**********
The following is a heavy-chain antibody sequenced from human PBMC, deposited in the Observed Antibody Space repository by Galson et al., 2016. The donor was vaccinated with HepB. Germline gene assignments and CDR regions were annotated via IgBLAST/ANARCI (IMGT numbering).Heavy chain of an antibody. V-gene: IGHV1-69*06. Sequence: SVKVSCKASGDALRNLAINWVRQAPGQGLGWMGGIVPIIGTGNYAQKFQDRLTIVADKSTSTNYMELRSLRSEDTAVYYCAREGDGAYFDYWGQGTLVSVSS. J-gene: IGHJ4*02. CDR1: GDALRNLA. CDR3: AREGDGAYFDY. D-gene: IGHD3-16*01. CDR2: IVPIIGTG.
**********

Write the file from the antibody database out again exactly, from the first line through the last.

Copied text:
The following is a heavy-chain antibody sequenced from human PBMC, deposited in the Observed Antibody Space repository by Galson et al., 2016. The donor was vaccinated with HepB. Germline gene assignments and CDR regions were annotated via IgBLAST/ANARCI (IMGT numbering).Heavy chain of an antibody. V-gene: IGHV1-69*06. Sequence: SVKVSCKASGDALRNLAINWVRQAPGQGLGWMGGIVPIIGTGNYAQKFQDRLTIVADKSTSTNYMELRSLRSEDTAVYYCAREGDGAYFDYWGQGTLVSVSS. J-gene: IGHJ4*02. CDR1: GDALRNLA. CDR3: AREGDGAYFDY. D-gene: IGHD3-16*01. CDR2: IVPIIGTG.